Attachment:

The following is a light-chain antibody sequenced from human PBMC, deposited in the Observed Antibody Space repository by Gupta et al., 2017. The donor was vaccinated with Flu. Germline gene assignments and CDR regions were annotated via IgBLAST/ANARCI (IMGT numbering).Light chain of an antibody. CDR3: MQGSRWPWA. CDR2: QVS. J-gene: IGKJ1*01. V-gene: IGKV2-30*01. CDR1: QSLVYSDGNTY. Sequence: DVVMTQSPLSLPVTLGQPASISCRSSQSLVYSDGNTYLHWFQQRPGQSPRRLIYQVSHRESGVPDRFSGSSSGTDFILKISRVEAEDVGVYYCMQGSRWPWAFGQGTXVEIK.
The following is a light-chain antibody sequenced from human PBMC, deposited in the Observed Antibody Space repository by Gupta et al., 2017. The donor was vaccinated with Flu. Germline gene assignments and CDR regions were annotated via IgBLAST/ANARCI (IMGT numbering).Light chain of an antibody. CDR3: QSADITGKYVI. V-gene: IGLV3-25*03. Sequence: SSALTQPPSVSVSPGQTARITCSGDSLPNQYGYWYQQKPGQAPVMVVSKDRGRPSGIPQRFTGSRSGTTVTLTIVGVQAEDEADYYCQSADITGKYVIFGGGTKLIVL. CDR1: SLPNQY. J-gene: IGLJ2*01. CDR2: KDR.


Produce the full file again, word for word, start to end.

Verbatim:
The following is a light-chain antibody sequenced from human PBMC, deposited in the Observed Antibody Space repository by Gupta et al., 2017. The donor was vaccinated with Flu. Germline gene assignments and CDR regions were annotated via IgBLAST/ANARCI (IMGT numbering).Light chain of an antibody. CDR3: MQGSRWPWA. CDR2: QVS. J-gene: IGKJ1*01. V-gene: IGKV2-30*01. CDR1: QSLVYSDGNTY. Sequence: DVVMTQSPLSLPVTLGQPASISCRSSQSLVYSDGNTYLHWFQQRPGQSPRRLIYQVSHRESGVPDRFSGSSSGTDFILKISRVEAEDVGVYYCMQGSRWPWAFGQGTXVEIK.
The following is a light-chain antibody sequenced from human PBMC, deposited in the Observed Antibody Space repository by Gupta et al., 2017. The donor was vaccinated with Flu. Germline gene assignments and CDR regions were annotated via IgBLAST/ANARCI (IMGT numbering).Light chain of an antibody. CDR3: QSADITGKYVI. V-gene: IGLV3-25*03. Sequence: SSALTQPPSVSVSPGQTARITCSGDSLPNQYGYWYQQKPGQAPVMVVSKDRGRPSGIPQRFTGSRSGTTVTLTIVGVQAEDEADYYCQSADITGKYVIFGGGTKLIVL. CDR1: SLPNQY. J-gene: IGLJ2*01. CDR2: KDR.